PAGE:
When I was in school, I did not inspire a lot of love from my friends when we had English assignments due. This was in large part due to the fact that I am a natural speed reader. I had then (and have now) the highly irritating ability to blaze through a book and remember most of the details. As a child, I was quizzed on a lot of homework assignments until my parents realized I wasn’t making it up – I really was reading the assignment, and I really did know what I read.
This creates some unique issues for the adult me. I still love to read, I still go through books at a fairly brisk pace, and I am developing enormous space issues. Where does one put all of these books?
One answer, and this is a pretty cool one, is a bookstore that bills itself as an entertainment recycling center. (You may know the one I mean, but I’m not sure about naming it.) When I must have a paper copy of a book, I go there first – because hey, why not get it used? This has a couple of advantages. Here are the two I like best: I can get used books when available, and I can turn my books in – with certain restrictions – and get credit toward a new book. This is a good system for frequent readers.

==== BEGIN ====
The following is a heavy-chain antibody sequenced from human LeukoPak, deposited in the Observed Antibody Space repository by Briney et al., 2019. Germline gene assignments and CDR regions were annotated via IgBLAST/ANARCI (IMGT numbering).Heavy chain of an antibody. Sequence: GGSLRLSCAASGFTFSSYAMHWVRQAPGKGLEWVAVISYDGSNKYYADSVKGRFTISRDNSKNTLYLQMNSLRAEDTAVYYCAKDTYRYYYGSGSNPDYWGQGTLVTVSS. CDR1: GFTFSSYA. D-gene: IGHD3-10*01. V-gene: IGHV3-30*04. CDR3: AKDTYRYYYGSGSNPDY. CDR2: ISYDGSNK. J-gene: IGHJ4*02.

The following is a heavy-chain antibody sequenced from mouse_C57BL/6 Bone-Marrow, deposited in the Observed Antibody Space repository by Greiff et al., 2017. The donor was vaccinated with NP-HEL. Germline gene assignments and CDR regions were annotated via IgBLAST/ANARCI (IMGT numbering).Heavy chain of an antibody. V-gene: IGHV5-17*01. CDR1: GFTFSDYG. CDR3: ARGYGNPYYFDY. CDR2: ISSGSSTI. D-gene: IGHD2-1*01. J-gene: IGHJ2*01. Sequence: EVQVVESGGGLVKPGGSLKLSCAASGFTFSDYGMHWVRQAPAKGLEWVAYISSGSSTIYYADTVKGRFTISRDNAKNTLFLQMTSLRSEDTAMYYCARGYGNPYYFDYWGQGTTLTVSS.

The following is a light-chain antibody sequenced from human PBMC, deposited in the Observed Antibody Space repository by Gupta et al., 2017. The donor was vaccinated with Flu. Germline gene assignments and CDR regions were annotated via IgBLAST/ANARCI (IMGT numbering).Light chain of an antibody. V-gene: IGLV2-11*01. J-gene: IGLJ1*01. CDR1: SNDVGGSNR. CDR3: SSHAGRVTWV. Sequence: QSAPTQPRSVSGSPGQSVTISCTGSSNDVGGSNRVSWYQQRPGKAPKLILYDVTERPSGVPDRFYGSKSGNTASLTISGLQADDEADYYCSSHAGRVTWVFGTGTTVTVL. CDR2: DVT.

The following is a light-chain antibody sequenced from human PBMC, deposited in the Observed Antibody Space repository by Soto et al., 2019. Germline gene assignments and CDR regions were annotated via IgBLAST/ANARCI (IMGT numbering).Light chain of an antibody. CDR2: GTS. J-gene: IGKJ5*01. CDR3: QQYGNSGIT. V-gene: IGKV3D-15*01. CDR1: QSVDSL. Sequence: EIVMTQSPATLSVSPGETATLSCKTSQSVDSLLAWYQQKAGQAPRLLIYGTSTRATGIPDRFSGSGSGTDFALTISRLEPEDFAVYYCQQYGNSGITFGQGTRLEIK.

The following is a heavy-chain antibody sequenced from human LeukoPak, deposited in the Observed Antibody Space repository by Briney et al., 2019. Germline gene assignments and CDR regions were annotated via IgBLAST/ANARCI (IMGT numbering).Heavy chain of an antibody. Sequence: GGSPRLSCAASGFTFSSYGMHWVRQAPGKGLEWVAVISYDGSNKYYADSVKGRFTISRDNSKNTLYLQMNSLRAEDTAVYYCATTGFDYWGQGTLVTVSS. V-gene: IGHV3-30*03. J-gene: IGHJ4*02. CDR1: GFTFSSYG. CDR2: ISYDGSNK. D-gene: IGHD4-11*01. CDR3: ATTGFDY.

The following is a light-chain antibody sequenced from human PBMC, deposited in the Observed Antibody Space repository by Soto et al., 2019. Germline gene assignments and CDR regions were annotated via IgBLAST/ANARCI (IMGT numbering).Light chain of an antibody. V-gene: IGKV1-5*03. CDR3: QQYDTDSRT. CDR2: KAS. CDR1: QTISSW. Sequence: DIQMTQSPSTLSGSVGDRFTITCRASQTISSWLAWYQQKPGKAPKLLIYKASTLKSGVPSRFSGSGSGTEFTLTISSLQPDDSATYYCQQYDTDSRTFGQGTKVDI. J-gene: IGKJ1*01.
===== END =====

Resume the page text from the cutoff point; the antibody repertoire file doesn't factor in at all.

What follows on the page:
The second answer – brace yourself, purists, because I’m going there – is an e-reader. There’s too much choice on the market today for this not to be a choice that is at least evaluated by people. I have a nook, the Barnes & Noble e-reader.
I got one not long after they came out, and based on what I’ve seen in the last six weeks or so, what I have is now a nook 1st edition. The 1st edition nook has a Lend Me feature where you can lend certain books to friends with a nook for 14 days. There are some slight design changes in the new nook, but it looks as if the biggest difference is that it features more integration with friends, making it a more social tool as well. nook Friends bills itself as a type of social network, and I’ll be interested to see how that develops.
I also have the nook for PC app on my laptop, and I love it. The app syncs with the nook device, so all of my books are on my laptop as well as my nook. I’m covered, which is an excellent thing for an obsessive reader.
I read both ways. The paper copies of books sitting on my desk right now are Hounded and Hexed, the first two books in Kevin Hearne’s Iron Druid Chronicles, and Catherynne M. Valente’s The Girl Who Circumnavigated Fairyland in a Ship of Her Own Making. The next book on my nook is Jasper Fforde’s One of our Thursdays is Missing.
Let’s talk. Tell me how you read. Do you have a nook? A Kindle? An iPad? Have you gotten the PC or Mac apps for nook or Kindle? Tell me how they work for you.
*post title shamelessly misquoted from Dame Agatha Christie